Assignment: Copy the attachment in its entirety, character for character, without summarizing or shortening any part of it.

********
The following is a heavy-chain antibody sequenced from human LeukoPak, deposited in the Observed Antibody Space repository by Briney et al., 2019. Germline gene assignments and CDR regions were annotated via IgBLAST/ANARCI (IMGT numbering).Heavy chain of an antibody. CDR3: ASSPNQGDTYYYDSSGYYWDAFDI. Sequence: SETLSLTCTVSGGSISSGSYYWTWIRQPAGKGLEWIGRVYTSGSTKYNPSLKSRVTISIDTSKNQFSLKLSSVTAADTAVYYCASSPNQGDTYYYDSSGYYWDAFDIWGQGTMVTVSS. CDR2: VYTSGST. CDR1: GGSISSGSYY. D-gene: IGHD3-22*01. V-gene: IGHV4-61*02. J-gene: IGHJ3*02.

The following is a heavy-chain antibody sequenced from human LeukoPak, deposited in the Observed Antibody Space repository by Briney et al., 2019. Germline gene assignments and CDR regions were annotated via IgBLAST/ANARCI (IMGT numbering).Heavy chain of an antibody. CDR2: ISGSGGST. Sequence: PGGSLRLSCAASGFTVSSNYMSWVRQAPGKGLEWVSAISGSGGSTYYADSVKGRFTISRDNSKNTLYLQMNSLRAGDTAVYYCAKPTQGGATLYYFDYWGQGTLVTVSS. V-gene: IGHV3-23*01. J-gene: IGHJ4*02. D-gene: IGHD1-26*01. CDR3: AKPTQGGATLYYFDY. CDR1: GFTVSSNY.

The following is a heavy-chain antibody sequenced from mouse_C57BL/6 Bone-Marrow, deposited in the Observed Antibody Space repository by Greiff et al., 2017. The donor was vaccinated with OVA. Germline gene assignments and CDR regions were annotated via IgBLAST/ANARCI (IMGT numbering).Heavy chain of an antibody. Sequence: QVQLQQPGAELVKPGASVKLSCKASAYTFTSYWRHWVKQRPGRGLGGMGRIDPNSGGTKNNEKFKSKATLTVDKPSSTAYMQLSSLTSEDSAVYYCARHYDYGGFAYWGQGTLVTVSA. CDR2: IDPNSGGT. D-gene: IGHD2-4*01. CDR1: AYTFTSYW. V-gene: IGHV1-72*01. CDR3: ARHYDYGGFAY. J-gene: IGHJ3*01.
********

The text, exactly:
The following is a heavy-chain antibody sequenced from human LeukoPak, deposited in the Observed Antibody Space repository by Briney et al., 2019. Germline gene assignments and CDR regions were annotated via IgBLAST/ANARCI (IMGT numbering).Heavy chain of an antibody. CDR3: ASSPNQGDTYYYDSSGYYWDAFDI. Sequence: SETLSLTCTVSGGSISSGSYYWTWIRQPAGKGLEWIGRVYTSGSTKYNPSLKSRVTISIDTSKNQFSLKLSSVTAADTAVYYCASSPNQGDTYYYDSSGYYWDAFDIWGQGTMVTVSS. CDR2: VYTSGST. CDR1: GGSISSGSYY. D-gene: IGHD3-22*01. V-gene: IGHV4-61*02. J-gene: IGHJ3*02.

The following is a heavy-chain antibody sequenced from human LeukoPak, deposited in the Observed Antibody Space repository by Briney et al., 2019. Germline gene assignments and CDR regions were annotated via IgBLAST/ANARCI (IMGT numbering).Heavy chain of an antibody. CDR2: ISGSGGST. Sequence: PGGSLRLSCAASGFTVSSNYMSWVRQAPGKGLEWVSAISGSGGSTYYADSVKGRFTISRDNSKNTLYLQMNSLRAGDTAVYYCAKPTQGGATLYYFDYWGQGTLVTVSS. V-gene: IGHV3-23*01. J-gene: IGHJ4*02. D-gene: IGHD1-26*01. CDR3: AKPTQGGATLYYFDY. CDR1: GFTVSSNY.

The following is a heavy-chain antibody sequenced from mouse_C57BL/6 Bone-Marrow, deposited in the Observed Antibody Space repository by Greiff et al., 2017. The donor was vaccinated with OVA. Germline gene assignments and CDR regions were annotated via IgBLAST/ANARCI (IMGT numbering).Heavy chain of an antibody. Sequence: QVQLQQPGAELVKPGASVKLSCKASAYTFTSYWRHWVKQRPGRGLGGMGRIDPNSGGTKNNEKFKSKATLTVDKPSSTAYMQLSSLTSEDSAVYYCARHYDYGGFAYWGQGTLVTVSA. CDR2: IDPNSGGT. D-gene: IGHD2-4*01. CDR1: AYTFTSYW. V-gene: IGHV1-72*01. CDR3: ARHYDYGGFAY. J-gene: IGHJ3*01.